WE: What was the workflow like with the Big Picture? Was Sean running things behind the computer?

PW: It all turned into a collaborative effort. We’d all come up with the music together, choose the shots, decide where we could realistically travel and get cheap lodging. Everything came from all of us.

But all of the creative control at the end would fall on Sean. He’d make rough cuts, and we would tweak things here and there. But that was rare. Hardly anything would change. It would never be a big change. He was just super on point with how we wanted to present things.

Sean killed it with all of the editing and graphic design – all the logos, and radio sound bites we used – that was all Sean. He did an awesome job with all of it.

WE: And you guys are going to keep going with it, right?

PW: Yep. All In.

WE: So at this point you’re running your own production, and running the ski side of things with Tomahawk International. How did that come about?

PW: Tomahawk wasn’t much of a question, really.

Honestly, the ski industry is notorious for not paying. We didn’t get paid for anything for a while. So for almost the whole year Chris and I were doubling Sean (on our sled). We were paying for almost everything out of pocket. We basically had a dead broke filmer.

Tal Roberts getting creative behind the lens as Chris Logan tears up Dollar Mountain.

WE: Do you pick under the radar people on purpose?

PW: It’s just people that fit the mold of the company. It’s not like we go out and pick up kids that just won X Games or whatever. He’s got to be a good person, a character, and someone that fits well with the rest of the crew.

It’s all people we’ve known for a long time and are doing really cool things. They just fit, man, that’s the whole game.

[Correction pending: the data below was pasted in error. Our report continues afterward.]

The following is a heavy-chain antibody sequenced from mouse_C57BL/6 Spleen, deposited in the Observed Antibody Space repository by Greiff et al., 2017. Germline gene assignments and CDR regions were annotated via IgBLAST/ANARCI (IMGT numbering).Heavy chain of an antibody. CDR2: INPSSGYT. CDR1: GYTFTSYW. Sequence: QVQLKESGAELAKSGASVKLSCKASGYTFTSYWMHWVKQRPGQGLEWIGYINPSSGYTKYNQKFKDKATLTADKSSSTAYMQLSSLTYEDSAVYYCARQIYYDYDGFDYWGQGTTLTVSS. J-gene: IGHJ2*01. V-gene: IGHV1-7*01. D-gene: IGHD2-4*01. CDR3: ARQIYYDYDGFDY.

WE: Who are you stoked on in skiing right now?

PW: I’m super hyped on Lucas Stal Madison and the whole Bunch Crew. Those kids are all authentic people, and have this insane style. They are just genuine kids. They are some of my favorite people to watch ski and just be around.

I don’t know how much you can call him an up-and-comer now after two full segments with Level 1, but LSM and Magnus Granier are some of my favorite guys that are relative new to the scene, and I’m stoked to see what they come up with.

WE: Let’s look forward a bit. In ten years, where do you see skiing going? Are we going to be overrun by competition jocks, or will the film side of things take over?

PW: I just think with how accessible it is to make a film these days, competition skiing is in a sense on its way out. All you need to make an edit is ski equipment, a fuckin’ gopro, and friends. Everyone has those.

Who knows for sure, though. I have no idea. Kids have more and more access to film equipment, and competition skiing is become more and more expensive and difficult to get into. How many contests – real contests that can take you places – are now FIS regulated? You have to go through specific camps and ski with certain coaches. Or X Games even. Now you have to be some sort of super pro just to get invited. But any kid can go out and shoot an edit. That is where I think skiing is going.

PW: How about personally? Where do you think you’ll be in ten years?

PW: Fuckin’ Alaska in a helicopter, I hope. I don’t know. I always want skiing to be my main source of income, but even if it’s not, it will be my main passion. I just want to ski. I just want that to shine through in whatever I’m doing. If I’m still a pro putting out segments, I’d be stoked. If I’m not, it won’t be much different I’d imagine. I’ll still be skiing; there just won’t be a camera there.

Words BY: WIlliam Eginton

Photos BY: Tal Roberts

Artwork BY: Mark Kowalchuk